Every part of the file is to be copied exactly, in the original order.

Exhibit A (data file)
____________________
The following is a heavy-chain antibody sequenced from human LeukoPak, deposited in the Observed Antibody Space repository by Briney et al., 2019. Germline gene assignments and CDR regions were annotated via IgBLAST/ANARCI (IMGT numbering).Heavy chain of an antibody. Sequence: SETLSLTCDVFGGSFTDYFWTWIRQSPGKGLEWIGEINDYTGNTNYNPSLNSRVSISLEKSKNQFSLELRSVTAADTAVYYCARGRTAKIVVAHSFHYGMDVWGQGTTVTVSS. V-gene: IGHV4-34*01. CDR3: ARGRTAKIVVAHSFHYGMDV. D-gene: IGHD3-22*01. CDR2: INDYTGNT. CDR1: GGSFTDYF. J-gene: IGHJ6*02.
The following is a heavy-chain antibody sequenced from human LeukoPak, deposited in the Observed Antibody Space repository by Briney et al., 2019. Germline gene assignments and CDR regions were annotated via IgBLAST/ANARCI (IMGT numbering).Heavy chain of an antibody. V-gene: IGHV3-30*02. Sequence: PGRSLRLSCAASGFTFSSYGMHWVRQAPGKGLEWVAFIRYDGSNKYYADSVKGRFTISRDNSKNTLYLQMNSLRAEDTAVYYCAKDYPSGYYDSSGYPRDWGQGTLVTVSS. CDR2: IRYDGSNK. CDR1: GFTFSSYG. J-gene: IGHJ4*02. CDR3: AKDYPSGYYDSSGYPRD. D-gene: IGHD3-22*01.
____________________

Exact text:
The following is a heavy-chain antibody sequenced from human LeukoPak, deposited in the Observed Antibody Space repository by Briney et al., 2019. Germline gene assignments and CDR regions were annotated via IgBLAST/ANARCI (IMGT numbering).Heavy chain of an antibody. Sequence: SETLSLTCDVFGGSFTDYFWTWIRQSPGKGLEWIGEINDYTGNTNYNPSLNSRVSISLEKSKNQFSLELRSVTAADTAVYYCARGRTAKIVVAHSFHYGMDVWGQGTTVTVSS. V-gene: IGHV4-34*01. CDR3: ARGRTAKIVVAHSFHYGMDV. D-gene: IGHD3-22*01. CDR2: INDYTGNT. CDR1: GGSFTDYF. J-gene: IGHJ6*02.
The following is a heavy-chain antibody sequenced from human LeukoPak, deposited in the Observed Antibody Space repository by Briney et al., 2019. Germline gene assignments and CDR regions were annotated via IgBLAST/ANARCI (IMGT numbering).Heavy chain of an antibody. V-gene: IGHV3-30*02. Sequence: PGRSLRLSCAASGFTFSSYGMHWVRQAPGKGLEWVAFIRYDGSNKYYADSVKGRFTISRDNSKNTLYLQMNSLRAEDTAVYYCAKDYPSGYYDSSGYPRDWGQGTLVTVSS. CDR2: IRYDGSNK. CDR1: GFTFSSYG. J-gene: IGHJ4*02. CDR3: AKDYPSGYYDSSGYPRD. D-gene: IGHD3-22*01.